The construction of a new geodesic agriculture research dome is gaining attention in Chisasibi. It’s the newest project of the growing Chisasibi Resource and Research Institute (CERRI), a community-driven project. The dome and an accompanying greenhouse to be built early next year aim to improve food sovereignty in Chisasibi, where grocery prices are high and accessing fresh produce is challenging. This summer’s fires underlined this urgency as closed roads prevented deliveries, resulting in empty shelves before plane shipments arrived.
“This initial dome is our first attempt at experimenting with different ways of growing agriculture according to what the community would like to eat,” said Jason Stevens, CERRI’s environmental sustainability specialist. “We’re going to be experimenting with soil regeneration and hydroponics.”
Stevens explained that any hydroponics project must be kept in a closed system to avoid any synthetic fertilizer or pesticide from contaminating the environment or entering the food chain. With domes providing relatively efficient insulation, he hopes to keep it open year-round.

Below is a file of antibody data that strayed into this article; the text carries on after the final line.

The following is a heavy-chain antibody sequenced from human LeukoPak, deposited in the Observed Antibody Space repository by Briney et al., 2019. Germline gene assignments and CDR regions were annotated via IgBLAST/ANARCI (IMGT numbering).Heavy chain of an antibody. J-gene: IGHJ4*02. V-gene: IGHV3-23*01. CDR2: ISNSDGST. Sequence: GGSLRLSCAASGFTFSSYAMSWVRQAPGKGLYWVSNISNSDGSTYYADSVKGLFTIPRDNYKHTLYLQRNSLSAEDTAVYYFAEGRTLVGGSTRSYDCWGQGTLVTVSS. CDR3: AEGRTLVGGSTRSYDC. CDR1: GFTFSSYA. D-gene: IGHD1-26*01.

“We’ll be able to have people visit in the winter and give workshops,” Stevens explained. “Even if the cost of heating is too much to be cost efficient for produce, we’re still able to experiment there year-round and welcome the community. This is not solely for food production – it’s to experiment with food production and engage with the community.”
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